Why patients need Critical Care
Patients come to Critical Care for a variety of reasons and all patients are treated as individuals. When your relative or friend is admitted to critical care the bedside nurse and doctor will be able to explain why they have been admitted to critical care. Here are some common reasons why people get admitted to critical care.
Severely poorly patients may need close monitoring of their vital signs; this can be difficult in a ward area where one nurse is looking after several patients. Patients who require close monitoring are brought to critical care where we can use more accurate methods of recording vital signs. Additionally your relative or friend will either have a dedicated nurse or a nurse looking after two patients. This allows us to monitor them and act on any abnormalities faster.
Sepsis is a severe infection where the body starts to attack itself. A consequence of this is organ failure. Our critical care outreach team work on the words preventing and treating sepsis, however, when a patient has severe sepsis with organ failure they will need to come to critical car for close monitoring and support of their failing organs.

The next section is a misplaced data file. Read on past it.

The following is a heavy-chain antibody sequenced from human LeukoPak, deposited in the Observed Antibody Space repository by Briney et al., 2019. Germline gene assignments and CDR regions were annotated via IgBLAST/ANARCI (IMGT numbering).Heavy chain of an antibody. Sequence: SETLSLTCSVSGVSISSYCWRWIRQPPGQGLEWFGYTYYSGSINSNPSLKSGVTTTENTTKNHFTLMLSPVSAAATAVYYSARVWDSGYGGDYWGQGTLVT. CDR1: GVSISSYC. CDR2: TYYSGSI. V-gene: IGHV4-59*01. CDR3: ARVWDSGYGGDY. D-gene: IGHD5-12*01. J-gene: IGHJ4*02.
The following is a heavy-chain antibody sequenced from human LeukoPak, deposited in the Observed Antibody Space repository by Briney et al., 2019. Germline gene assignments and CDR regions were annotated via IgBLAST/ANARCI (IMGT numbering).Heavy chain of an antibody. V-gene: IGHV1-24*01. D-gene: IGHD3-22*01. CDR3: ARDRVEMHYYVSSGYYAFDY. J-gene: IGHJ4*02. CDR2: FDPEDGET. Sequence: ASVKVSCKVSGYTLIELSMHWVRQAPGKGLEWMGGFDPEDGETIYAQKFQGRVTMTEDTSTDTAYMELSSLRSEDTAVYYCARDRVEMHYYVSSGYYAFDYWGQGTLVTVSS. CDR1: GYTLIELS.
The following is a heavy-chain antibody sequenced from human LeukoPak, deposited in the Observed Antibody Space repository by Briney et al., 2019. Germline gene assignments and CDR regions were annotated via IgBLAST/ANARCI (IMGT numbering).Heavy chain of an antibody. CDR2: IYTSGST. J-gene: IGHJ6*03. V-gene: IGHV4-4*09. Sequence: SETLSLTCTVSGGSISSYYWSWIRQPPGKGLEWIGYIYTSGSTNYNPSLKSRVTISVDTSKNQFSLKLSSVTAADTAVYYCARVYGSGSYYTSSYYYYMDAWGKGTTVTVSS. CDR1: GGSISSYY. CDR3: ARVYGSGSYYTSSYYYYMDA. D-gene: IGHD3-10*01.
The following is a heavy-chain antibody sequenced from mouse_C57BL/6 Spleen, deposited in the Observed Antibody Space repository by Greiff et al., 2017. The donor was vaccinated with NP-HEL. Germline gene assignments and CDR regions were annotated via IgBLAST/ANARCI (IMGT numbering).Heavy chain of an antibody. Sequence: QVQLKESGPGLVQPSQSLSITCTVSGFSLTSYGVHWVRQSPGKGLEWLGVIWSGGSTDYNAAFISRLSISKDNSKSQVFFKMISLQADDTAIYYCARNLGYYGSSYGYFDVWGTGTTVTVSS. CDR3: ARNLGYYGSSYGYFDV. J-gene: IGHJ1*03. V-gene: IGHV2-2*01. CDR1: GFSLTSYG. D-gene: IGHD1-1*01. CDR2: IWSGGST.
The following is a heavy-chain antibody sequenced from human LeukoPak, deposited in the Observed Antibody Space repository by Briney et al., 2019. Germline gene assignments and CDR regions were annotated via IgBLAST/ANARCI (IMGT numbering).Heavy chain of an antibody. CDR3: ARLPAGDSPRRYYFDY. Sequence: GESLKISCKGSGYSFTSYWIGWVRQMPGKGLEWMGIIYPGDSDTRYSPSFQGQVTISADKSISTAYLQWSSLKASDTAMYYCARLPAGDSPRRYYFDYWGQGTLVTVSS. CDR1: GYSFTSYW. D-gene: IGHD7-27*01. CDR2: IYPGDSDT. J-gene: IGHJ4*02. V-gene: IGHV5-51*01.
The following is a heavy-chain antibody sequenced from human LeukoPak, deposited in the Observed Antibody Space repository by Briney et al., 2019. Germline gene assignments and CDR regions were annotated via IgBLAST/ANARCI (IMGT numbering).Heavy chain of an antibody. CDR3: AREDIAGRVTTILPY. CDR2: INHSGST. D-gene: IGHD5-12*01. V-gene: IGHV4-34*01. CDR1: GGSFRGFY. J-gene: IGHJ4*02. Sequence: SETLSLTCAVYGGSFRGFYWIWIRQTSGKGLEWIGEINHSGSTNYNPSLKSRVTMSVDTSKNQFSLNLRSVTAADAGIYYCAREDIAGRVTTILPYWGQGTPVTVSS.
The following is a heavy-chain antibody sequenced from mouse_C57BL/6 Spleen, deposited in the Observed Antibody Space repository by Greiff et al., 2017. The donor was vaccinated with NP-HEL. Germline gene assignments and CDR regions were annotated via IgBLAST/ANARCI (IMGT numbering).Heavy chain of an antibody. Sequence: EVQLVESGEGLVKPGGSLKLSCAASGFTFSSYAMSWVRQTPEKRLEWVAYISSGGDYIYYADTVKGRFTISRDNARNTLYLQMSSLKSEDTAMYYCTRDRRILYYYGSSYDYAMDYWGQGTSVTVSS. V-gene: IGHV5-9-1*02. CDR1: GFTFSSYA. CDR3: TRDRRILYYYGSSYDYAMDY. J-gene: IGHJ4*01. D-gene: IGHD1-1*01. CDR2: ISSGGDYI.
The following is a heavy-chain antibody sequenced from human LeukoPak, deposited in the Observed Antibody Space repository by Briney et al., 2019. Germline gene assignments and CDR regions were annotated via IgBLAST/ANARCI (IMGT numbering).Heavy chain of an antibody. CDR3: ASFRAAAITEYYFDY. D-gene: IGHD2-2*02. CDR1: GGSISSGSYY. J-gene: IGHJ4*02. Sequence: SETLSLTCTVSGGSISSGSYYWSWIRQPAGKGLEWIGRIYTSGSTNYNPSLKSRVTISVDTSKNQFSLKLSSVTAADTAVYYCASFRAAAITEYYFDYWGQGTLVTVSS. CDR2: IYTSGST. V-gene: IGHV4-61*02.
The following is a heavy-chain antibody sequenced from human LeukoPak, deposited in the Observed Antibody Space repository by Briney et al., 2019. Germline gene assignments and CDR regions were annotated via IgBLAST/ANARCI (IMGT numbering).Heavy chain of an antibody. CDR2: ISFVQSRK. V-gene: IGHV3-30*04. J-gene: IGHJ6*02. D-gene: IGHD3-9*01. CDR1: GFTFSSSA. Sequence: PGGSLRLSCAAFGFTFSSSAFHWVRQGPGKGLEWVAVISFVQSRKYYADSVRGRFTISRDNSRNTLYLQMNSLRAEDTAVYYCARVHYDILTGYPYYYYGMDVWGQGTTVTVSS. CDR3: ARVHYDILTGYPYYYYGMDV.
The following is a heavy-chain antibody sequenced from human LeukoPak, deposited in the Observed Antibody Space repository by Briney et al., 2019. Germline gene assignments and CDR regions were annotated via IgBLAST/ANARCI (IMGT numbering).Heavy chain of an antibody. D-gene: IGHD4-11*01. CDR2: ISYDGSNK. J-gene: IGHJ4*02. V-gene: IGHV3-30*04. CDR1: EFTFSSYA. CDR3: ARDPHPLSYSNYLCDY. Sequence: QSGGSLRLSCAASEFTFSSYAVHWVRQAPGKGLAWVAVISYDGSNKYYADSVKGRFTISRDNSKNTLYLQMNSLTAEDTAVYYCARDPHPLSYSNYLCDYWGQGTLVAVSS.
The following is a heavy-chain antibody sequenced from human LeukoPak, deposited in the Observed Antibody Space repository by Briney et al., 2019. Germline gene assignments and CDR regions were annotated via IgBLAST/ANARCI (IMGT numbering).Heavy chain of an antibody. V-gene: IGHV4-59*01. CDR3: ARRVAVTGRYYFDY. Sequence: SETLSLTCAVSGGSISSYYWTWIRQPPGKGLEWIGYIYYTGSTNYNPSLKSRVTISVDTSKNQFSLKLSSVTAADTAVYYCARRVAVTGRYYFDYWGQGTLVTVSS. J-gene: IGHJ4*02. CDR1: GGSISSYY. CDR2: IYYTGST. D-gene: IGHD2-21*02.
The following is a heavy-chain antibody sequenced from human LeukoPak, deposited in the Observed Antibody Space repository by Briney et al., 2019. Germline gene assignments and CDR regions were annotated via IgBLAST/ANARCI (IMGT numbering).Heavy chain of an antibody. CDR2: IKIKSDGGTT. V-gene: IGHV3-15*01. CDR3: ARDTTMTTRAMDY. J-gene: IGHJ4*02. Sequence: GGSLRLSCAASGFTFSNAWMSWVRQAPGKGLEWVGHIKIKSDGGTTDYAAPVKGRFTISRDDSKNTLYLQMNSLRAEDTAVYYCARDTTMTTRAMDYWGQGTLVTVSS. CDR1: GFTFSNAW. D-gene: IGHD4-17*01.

Post op care
Your relative or friend may come to intensive care following major surgery. For elective (planned) surgery you may already know that they will be admitted to critical care after their surgery. We also admit patients after emergency surgery to help their recovery. It is now very common to be admitted to critical care following emergency surgery as studies have shown that this benefits patients.
Patients may come to critical care as they are unable to breathe effectively for themselves. We use a combination of high flow oxygen and non-invasive ventilation where we can. However, sometimes we need to send people to sleep and place a breathing tube into their windpipe and put them on a breathing machine.
Patients may have kidney failure whilst in critical care. We are able to support the kidneys with the use of a Heamofiltration machine. This machine dose the work of the kidney whilst it recovers.
As a result of infection or heart attack patients may require cardiac support during their stay. In critical care we are able to give powerful drugs to support the heart and blood pressure whilst the body recovers.
The William Harvey hospital is a trauma centre, hence, its critical care unit looks after trauma patients. These patients generally need close monitoring or high amounts of pain relief that cannot be given on the ward.